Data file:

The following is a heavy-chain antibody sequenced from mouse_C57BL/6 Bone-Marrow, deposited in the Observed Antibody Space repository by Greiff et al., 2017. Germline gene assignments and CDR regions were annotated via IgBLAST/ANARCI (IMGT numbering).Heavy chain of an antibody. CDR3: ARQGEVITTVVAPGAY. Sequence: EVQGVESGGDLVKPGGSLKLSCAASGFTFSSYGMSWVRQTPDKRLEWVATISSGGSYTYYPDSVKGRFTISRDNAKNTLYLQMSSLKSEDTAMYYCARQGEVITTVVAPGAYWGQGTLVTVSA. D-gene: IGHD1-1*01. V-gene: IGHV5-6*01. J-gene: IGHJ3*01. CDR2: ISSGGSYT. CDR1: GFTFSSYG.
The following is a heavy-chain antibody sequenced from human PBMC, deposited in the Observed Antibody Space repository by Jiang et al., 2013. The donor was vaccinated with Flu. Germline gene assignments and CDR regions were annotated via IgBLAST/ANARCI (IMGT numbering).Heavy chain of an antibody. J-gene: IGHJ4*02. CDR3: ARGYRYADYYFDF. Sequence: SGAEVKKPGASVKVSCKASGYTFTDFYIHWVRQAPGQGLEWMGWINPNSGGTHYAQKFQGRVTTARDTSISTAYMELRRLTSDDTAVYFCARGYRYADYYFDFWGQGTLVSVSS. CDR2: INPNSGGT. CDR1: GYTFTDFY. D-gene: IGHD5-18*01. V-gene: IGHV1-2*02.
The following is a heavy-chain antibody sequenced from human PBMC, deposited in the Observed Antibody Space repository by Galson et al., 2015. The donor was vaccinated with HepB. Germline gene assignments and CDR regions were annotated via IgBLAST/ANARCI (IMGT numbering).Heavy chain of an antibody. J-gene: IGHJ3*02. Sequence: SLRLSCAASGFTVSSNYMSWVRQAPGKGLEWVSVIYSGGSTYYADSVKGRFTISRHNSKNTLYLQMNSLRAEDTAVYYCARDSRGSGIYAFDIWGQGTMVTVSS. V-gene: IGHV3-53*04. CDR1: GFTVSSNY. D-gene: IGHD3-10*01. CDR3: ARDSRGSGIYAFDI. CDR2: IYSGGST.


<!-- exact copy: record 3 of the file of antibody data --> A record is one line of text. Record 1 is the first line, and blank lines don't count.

The following is a heavy-chain antibody sequenced from human PBMC, deposited in the Observed Antibody Space repository by Galson et al., 2015. The donor was vaccinated with HepB. Germline gene assignments and CDR regions were annotated via IgBLAST/ANARCI (IMGT numbering).Heavy chain of an antibody. J-gene: IGHJ3*02. Sequence: SLRLSCAASGFTVSSNYMSWVRQAPGKGLEWVSVIYSGGSTYYADSVKGRFTISRHNSKNTLYLQMNSLRAEDTAVYYCARDSRGSGIYAFDIWGQGTMVTVSS. V-gene: IGHV3-53*04. CDR1: GFTVSSNY. D-gene: IGHD3-10*01. CDR3: ARDSRGSGIYAFDI. CDR2: IYSGGST.